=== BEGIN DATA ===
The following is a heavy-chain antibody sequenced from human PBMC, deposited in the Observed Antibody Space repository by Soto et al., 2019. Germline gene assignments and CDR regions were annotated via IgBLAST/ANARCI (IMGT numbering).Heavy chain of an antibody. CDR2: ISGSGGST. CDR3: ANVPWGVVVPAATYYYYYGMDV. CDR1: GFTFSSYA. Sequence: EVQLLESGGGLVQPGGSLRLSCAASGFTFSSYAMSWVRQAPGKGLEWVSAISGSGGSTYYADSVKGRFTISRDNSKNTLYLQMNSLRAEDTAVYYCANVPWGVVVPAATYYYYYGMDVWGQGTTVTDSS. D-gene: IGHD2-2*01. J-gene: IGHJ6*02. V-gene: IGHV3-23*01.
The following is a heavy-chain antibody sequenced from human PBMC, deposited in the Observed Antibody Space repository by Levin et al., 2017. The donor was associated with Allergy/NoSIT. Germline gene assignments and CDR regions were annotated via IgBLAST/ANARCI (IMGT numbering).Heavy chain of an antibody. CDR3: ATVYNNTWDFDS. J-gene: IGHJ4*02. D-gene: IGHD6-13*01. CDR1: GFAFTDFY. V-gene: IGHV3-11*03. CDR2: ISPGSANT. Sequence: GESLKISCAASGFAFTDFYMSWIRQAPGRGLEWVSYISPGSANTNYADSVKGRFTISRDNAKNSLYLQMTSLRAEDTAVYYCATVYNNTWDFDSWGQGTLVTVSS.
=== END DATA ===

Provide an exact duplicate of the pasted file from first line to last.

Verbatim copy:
The following is a heavy-chain antibody sequenced from human PBMC, deposited in the Observed Antibody Space repository by Soto et al., 2019. Germline gene assignments and CDR regions were annotated via IgBLAST/ANARCI (IMGT numbering).Heavy chain of an antibody. CDR2: ISGSGGST. CDR3: ANVPWGVVVPAATYYYYYGMDV. CDR1: GFTFSSYA. Sequence: EVQLLESGGGLVQPGGSLRLSCAASGFTFSSYAMSWVRQAPGKGLEWVSAISGSGGSTYYADSVKGRFTISRDNSKNTLYLQMNSLRAEDTAVYYCANVPWGVVVPAATYYYYYGMDVWGQGTTVTDSS. D-gene: IGHD2-2*01. J-gene: IGHJ6*02. V-gene: IGHV3-23*01.
The following is a heavy-chain antibody sequenced from human PBMC, deposited in the Observed Antibody Space repository by Levin et al., 2017. The donor was associated with Allergy/NoSIT. Germline gene assignments and CDR regions were annotated via IgBLAST/ANARCI (IMGT numbering).Heavy chain of an antibody. CDR3: ATVYNNTWDFDS. J-gene: IGHJ4*02. D-gene: IGHD6-13*01. CDR1: GFAFTDFY. V-gene: IGHV3-11*03. CDR2: ISPGSANT. Sequence: GESLKISCAASGFAFTDFYMSWIRQAPGRGLEWVSYISPGSANTNYADSVKGRFTISRDNAKNSLYLQMTSLRAEDTAVYYCATVYNNTWDFDSWGQGTLVTVSS.